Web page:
6 Ways to Encourage an Unemployed Girlfriend

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by Shawna-Kaye Lester

There is one thing I know for sure: time is an enabler of change. Time has taken me so far away from realities I once knew that it becomes difficult to remember them — it has cured heartbreak, erased joy, and brought along new friends and opportunities I never knew I needed. The West African Adinkra symbol Mmere Dane sums it up eloquently, “time changes.”

Recently I found myself thinking about January 2013. Back then, I was underemployed, often getting through a week on 10 or 20 dollars. Living in a cousin’s basement in Jamaica, Queens, I would wake up and fall asleep wondering when my reality would reflect the energy I had put into acquiring a quarter century of formal education.

I had been searching for a full-time job since September 2012, but I did not get an offer until March 2013—ironically, I received two offers in the same week. One obstacle was that I came to the United States as an international student, a category of job applicants some Human Resources departments are allergic to. My seven-month search was draining. Eventually, I started experiencing days when I was too tired to try. Being in that state surprised me as much as it saddened me, because if I am good at one thing, it’s trying.
There are four friends to whom I will forever be grateful for helping me bounce back from that dejected place: The one who played internet scrabble with me multiple times each week to keep me sharp and happy; the Dominican American who encouraged me with, “You are just a star baller who hasn’t been drafted yet”; and the one who wired me money to get a wardrobe when I eventually got a job. Three guys. Then there was my girlfriend, *Carissa.

I met Carissa when I was 11. We graduated from the same high school as 16-year-olds and kept in touch during my college and graduate school years. We both changed, but Carissa retained her hallmarks — kindness and optimism. She invited me to her Long Island studio apartment for a weekend while I was job searching. We discussed how far we had come, listened to Miguel croon “Adorn,” and cooked. She took me as her guest to the New York Sports Club where she worked out, and after exercising, we laughed the evening away in the sauna.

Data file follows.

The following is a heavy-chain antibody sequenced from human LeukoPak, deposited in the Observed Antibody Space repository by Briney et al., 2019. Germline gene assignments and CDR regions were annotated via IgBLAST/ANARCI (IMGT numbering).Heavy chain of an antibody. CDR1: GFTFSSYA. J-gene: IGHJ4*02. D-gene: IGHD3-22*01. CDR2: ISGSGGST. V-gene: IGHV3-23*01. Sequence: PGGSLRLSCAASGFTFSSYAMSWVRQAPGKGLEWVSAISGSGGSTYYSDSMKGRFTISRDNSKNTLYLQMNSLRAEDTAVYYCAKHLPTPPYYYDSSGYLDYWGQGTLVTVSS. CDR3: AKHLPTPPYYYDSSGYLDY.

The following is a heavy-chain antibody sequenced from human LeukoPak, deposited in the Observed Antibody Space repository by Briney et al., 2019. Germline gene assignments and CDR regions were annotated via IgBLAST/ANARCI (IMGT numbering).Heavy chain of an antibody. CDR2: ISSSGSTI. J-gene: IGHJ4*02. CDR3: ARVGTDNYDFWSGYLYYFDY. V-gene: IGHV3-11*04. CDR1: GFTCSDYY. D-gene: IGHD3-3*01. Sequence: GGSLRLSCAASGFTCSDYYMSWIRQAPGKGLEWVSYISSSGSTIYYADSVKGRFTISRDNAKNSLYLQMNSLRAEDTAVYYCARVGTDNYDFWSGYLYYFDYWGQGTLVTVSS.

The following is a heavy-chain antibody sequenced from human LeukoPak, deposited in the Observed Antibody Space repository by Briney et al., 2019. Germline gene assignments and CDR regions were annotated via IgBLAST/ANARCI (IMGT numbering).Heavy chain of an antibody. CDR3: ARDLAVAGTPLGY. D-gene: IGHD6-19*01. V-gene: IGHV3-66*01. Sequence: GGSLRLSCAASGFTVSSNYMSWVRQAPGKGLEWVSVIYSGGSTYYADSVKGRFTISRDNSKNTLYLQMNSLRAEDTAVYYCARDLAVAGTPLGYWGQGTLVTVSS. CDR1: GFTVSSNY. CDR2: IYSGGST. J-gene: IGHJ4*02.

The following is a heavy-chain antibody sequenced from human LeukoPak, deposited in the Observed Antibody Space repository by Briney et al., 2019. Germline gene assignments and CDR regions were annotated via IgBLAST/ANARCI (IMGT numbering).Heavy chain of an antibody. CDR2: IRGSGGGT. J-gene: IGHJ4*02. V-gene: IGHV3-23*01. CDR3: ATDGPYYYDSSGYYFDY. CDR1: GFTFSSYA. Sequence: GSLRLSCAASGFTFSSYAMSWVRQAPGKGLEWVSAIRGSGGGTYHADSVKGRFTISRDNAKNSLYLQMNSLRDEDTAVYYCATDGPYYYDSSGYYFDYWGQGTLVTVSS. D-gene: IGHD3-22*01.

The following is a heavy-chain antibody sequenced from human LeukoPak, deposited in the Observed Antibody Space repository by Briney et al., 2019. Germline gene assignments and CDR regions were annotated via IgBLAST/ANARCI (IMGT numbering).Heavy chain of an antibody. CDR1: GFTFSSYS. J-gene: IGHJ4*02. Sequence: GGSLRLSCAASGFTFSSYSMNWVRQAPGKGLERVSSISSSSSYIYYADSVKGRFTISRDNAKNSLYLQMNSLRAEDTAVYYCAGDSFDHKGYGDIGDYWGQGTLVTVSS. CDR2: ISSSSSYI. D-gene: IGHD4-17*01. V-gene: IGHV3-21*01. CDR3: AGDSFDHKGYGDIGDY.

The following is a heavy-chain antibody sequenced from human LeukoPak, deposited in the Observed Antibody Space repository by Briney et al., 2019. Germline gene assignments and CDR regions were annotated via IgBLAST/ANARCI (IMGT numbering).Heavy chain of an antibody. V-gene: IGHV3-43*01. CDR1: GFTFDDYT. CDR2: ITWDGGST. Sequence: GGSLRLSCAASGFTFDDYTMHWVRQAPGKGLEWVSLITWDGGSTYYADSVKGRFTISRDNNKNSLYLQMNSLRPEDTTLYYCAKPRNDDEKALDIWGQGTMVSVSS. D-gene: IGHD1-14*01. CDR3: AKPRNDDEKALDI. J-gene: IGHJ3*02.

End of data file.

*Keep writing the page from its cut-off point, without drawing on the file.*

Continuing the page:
I returned to the cold basement, but Carissa’s warmth followed. She got me one month’s membership to NYSC as well as a pre-filled Metro card. Her gift moved me not just because it was thoughtful, but because I knew it was not one she could easily afford. I used the pass to take dance classes at the Forest Hills NYSC, sometimes two back-to-back. Most days I left the gym thinking about dance routines and feeling hopeful about the future.

I began my job on the first day of April 2013. One day, a co-worker there told me she wanted to do something encouraging for a girlfriend experiencing unemployment. Of course, I told her about Carissa’s intervention. I also gave her some ideas of my own.
Here are six ways you can support a girlfriend in pursuit of employment:

Invite her over for lunch or dinner

Affording a nutritious meal can be challenging when you are unemployed. Even if your friend is living with someone, she might not be consuming regular meals, much less her favorite ones. Help her stay healthy and happy by buying groceries, inviting her over, and allowing her to cook or share in a meal you have cooked.

Distract her with her lighthearted conversation

Does your friend like shady internet memes? celebrity love stories? womanist poems? texts from you? Occasionally send her material you are sure will make her smile. Remind her life still has simple things she can enjoy.

Remind her of her greatness

Chances are your girlfriend is every bit the ambitious achiever you are, but, Mmere Dane. So when “time changes” things in her world, remind her of how she overcame obstacles in the past. Tell her she won’t be jobless forever, because she won’t.

Offer to help her search for a job

Searching for and applying to multiple jobs requires great energy. This becomes especially true when continuing to apply despite having gotten sequential rejections. Offer to review your friend’s cover letter and resume; prep her for interviews; get to understand her qualifications and desires and send relevant openings her way; and of course, ask your family and friends if their companies are hiring.
Get her moving, Keep her mobile

Maybe it’s a one-month gym membership and a metro card. Or perhaps a weekly yoga class in her neighborhood and weekend walks with you. Getting your friend moving will help her stay physically and mentally sound. So too will empowering her with the ability to commute.

Ask her about life beyond the dream job

Sometimes a job is means to an end: You work because it enables you to create change in the world and/or in your personal life. Your girl’s next job is a vehicle, not her final destination. Ask her about what she sees beyond snagging the job. It will focus her on her legacy instead of on survival. It will keep her aware of what is possible for her life, which as you already know, is anything she can envision.

*Name changed for privacy.

Shawna-Kaye Lester helps ambitious college, graduate school, and job applicants stand out and win the opportunities they need to create the life and legacy they want. Her workbook How to Write a Memorable Personal Statement is available online. Follow Shawna-Kaye on Instagram @skayeonline.

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